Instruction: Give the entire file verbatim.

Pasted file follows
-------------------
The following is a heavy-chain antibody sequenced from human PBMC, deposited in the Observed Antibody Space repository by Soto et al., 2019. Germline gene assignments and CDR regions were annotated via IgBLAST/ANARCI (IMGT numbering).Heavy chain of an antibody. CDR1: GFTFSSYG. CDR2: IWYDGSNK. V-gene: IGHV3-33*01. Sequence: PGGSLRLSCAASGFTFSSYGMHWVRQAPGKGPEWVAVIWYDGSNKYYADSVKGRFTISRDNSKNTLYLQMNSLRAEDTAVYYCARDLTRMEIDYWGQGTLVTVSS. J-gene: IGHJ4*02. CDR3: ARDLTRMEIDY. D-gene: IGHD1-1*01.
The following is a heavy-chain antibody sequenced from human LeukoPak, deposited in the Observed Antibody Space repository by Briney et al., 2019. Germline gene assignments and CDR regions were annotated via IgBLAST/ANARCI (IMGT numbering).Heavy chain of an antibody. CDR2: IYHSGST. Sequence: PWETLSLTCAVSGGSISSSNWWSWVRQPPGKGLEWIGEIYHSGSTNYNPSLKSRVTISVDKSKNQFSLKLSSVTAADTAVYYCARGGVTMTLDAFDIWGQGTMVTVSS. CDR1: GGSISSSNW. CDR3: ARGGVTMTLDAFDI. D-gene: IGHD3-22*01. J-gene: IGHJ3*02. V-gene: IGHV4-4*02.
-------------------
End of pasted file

The following is a heavy-chain antibody sequenced from human PBMC, deposited in the Observed Antibody Space repository by Soto et al., 2019. Germline gene assignments and CDR regions were annotated via IgBLAST/ANARCI (IMGT numbering).Heavy chain of an antibody. CDR1: GFTFSSYG. CDR2: IWYDGSNK. V-gene: IGHV3-33*01. Sequence: PGGSLRLSCAASGFTFSSYGMHWVRQAPGKGPEWVAVIWYDGSNKYYADSVKGRFTISRDNSKNTLYLQMNSLRAEDTAVYYCARDLTRMEIDYWGQGTLVTVSS. J-gene: IGHJ4*02. CDR3: ARDLTRMEIDY. D-gene: IGHD1-1*01.
The following is a heavy-chain antibody sequenced from human LeukoPak, deposited in the Observed Antibody Space repository by Briney et al., 2019. Germline gene assignments and CDR regions were annotated via IgBLAST/ANARCI (IMGT numbering).Heavy chain of an antibody. CDR2: IYHSGST. Sequence: PWETLSLTCAVSGGSISSSNWWSWVRQPPGKGLEWIGEIYHSGSTNYNPSLKSRVTISVDKSKNQFSLKLSSVTAADTAVYYCARGGVTMTLDAFDIWGQGTMVTVSS. CDR1: GGSISSSNW. CDR3: ARGGVTMTLDAFDI. D-gene: IGHD3-22*01. J-gene: IGHJ3*02. V-gene: IGHV4-4*02.